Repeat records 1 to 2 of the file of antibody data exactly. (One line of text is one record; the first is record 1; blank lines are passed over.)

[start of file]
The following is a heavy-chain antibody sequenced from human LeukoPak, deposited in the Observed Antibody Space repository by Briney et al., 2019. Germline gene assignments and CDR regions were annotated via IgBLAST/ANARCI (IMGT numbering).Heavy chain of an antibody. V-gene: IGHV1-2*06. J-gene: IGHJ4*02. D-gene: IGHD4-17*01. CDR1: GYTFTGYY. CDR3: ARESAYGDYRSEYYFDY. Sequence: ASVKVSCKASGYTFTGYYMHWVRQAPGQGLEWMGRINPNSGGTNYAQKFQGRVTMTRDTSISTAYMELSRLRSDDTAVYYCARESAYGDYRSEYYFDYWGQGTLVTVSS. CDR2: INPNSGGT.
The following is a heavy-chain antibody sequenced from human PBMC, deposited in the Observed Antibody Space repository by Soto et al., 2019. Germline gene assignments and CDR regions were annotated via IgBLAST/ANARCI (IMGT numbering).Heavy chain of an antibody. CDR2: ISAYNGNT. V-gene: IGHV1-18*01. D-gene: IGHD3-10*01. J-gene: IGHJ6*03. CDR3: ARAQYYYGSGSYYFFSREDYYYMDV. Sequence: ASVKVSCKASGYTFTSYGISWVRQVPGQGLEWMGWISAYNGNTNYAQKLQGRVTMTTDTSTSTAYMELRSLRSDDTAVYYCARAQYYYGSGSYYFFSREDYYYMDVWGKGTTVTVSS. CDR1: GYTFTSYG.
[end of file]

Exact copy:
The following is a heavy-chain antibody sequenced from human LeukoPak, deposited in the Observed Antibody Space repository by Briney et al., 2019. Germline gene assignments and CDR regions were annotated via IgBLAST/ANARCI (IMGT numbering).Heavy chain of an antibody. V-gene: IGHV1-2*06. J-gene: IGHJ4*02. D-gene: IGHD4-17*01. CDR1: GYTFTGYY. CDR3: ARESAYGDYRSEYYFDY. Sequence: ASVKVSCKASGYTFTGYYMHWVRQAPGQGLEWMGRINPNSGGTNYAQKFQGRVTMTRDTSISTAYMELSRLRSDDTAVYYCARESAYGDYRSEYYFDYWGQGTLVTVSS. CDR2: INPNSGGT.
The following is a heavy-chain antibody sequenced from human PBMC, deposited in the Observed Antibody Space repository by Soto et al., 2019. Germline gene assignments and CDR regions were annotated via IgBLAST/ANARCI (IMGT numbering).Heavy chain of an antibody. CDR2: ISAYNGNT. V-gene: IGHV1-18*01. D-gene: IGHD3-10*01. J-gene: IGHJ6*03. CDR3: ARAQYYYGSGSYYFFSREDYYYMDV. Sequence: ASVKVSCKASGYTFTSYGISWVRQVPGQGLEWMGWISAYNGNTNYAQKLQGRVTMTTDTSTSTAYMELRSLRSDDTAVYYCARAQYYYGSGSYYFFSREDYYYMDVWGKGTTVTVSS. CDR1: GYTFTSYG.